In fact, according to researcher Erica Chenoweth and the Crowd Sourcing Consortium, “15 million to 26 million people in the United States” alone have participated in protests since the deaths of George Floyd and Breonna Taylor, leading many to call the Black Lives Matter movement quite possibly the “largest movement in U.S. history.” For many folks, marching in a Black Lives Matter (BLM) protest marks their first foray into social justice. Writing for The Washington Post, Maneesh Arora found that “almost 4 out of 5 of these respondents reported that the recent protests were the first BLM protests they had ever attended.”

In an interview with Wired, Blackbird organizer Maurice Mitchell noted that Black Lives Matter is “decentralized but coordinated” — a key that’s essential to the movement’s global success. No historical social movement is a monolith; even though support for the Black Lives Matter movement has cropped up across the country — and across the globe — the organization isn’t directly involved in each protest instance. Instead, it provides organizers and activists with a framework, from tips and resources to signage.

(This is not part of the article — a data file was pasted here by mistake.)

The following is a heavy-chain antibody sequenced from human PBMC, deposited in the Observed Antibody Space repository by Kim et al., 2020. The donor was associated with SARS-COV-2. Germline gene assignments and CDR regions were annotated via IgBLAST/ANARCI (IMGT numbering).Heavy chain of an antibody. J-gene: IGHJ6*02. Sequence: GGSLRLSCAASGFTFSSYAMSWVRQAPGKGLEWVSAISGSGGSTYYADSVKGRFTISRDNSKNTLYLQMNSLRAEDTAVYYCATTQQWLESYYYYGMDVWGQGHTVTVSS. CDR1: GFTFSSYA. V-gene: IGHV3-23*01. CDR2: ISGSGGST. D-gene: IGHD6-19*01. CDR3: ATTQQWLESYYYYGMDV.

That framework, combined with the fact that social media makes live, raw information and narratives more accessible (and, sometimes, visceral), has been a crucial development in getting both fledgling and long-standing activists alike to rally around the fight for justice. “Having the technology to where we’re able to actually create international conversation around how race affects each of us is something I’m very proud of,” T. Sheri Amour Dickerson, executive director and core organizer of BLM Oklahoma City, told NBC News. “This movement has really moved the needle.”

Support From Folks With Immense Platforms Has Helped Sustain the Movement